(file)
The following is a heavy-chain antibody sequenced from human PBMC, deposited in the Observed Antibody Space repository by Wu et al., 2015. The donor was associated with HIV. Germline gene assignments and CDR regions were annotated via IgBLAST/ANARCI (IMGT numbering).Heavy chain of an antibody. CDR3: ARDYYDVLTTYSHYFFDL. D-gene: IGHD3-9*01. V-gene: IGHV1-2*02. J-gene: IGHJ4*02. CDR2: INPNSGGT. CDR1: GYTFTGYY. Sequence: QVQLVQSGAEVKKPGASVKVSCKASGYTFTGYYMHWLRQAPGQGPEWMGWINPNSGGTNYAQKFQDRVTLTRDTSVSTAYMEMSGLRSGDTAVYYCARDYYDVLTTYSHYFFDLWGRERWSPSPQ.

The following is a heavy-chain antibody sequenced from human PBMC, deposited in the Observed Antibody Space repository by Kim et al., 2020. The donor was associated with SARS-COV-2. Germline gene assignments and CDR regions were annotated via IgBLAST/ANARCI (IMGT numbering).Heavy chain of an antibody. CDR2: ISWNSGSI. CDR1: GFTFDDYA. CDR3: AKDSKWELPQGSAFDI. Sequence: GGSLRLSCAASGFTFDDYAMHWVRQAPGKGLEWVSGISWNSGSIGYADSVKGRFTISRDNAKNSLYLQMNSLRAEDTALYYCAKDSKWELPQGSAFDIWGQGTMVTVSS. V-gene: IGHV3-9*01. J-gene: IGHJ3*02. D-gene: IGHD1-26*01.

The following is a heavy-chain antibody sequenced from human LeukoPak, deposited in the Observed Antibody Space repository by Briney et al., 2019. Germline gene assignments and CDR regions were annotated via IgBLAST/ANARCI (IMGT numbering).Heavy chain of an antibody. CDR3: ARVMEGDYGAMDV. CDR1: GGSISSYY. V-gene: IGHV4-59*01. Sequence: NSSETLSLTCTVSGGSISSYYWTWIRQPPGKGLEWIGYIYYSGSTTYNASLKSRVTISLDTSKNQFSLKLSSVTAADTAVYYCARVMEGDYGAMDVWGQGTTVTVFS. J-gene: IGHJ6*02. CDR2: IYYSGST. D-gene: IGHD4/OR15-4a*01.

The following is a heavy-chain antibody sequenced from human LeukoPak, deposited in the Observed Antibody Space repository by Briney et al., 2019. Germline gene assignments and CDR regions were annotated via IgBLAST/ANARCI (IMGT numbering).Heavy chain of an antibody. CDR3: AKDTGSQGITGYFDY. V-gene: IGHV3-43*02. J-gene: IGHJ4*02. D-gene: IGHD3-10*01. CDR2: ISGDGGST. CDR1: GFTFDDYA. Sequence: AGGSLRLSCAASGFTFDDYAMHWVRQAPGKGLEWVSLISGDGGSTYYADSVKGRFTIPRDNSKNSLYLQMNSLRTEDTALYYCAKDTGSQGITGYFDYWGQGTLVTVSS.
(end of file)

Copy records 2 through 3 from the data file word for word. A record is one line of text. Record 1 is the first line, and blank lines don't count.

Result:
The following is a heavy-chain antibody sequenced from human PBMC, deposited in the Observed Antibody Space repository by Kim et al., 2020. The donor was associated with SARS-COV-2. Germline gene assignments and CDR regions were annotated via IgBLAST/ANARCI (IMGT numbering).Heavy chain of an antibody. CDR2: ISWNSGSI. CDR1: GFTFDDYA. CDR3: AKDSKWELPQGSAFDI. Sequence: GGSLRLSCAASGFTFDDYAMHWVRQAPGKGLEWVSGISWNSGSIGYADSVKGRFTISRDNAKNSLYLQMNSLRAEDTALYYCAKDSKWELPQGSAFDIWGQGTMVTVSS. V-gene: IGHV3-9*01. J-gene: IGHJ3*02. D-gene: IGHD1-26*01.

The following is a heavy-chain antibody sequenced from human LeukoPak, deposited in the Observed Antibody Space repository by Briney et al., 2019. Germline gene assignments and CDR regions were annotated via IgBLAST/ANARCI (IMGT numbering).Heavy chain of an antibody. CDR3: ARVMEGDYGAMDV. CDR1: GGSISSYY. V-gene: IGHV4-59*01. Sequence: NSSETLSLTCTVSGGSISSYYWTWIRQPPGKGLEWIGYIYYSGSTTYNASLKSRVTISLDTSKNQFSLKLSSVTAADTAVYYCARVMEGDYGAMDVWGQGTTVTVFS. J-gene: IGHJ6*02. CDR2: IYYSGST. D-gene: IGHD4/OR15-4a*01.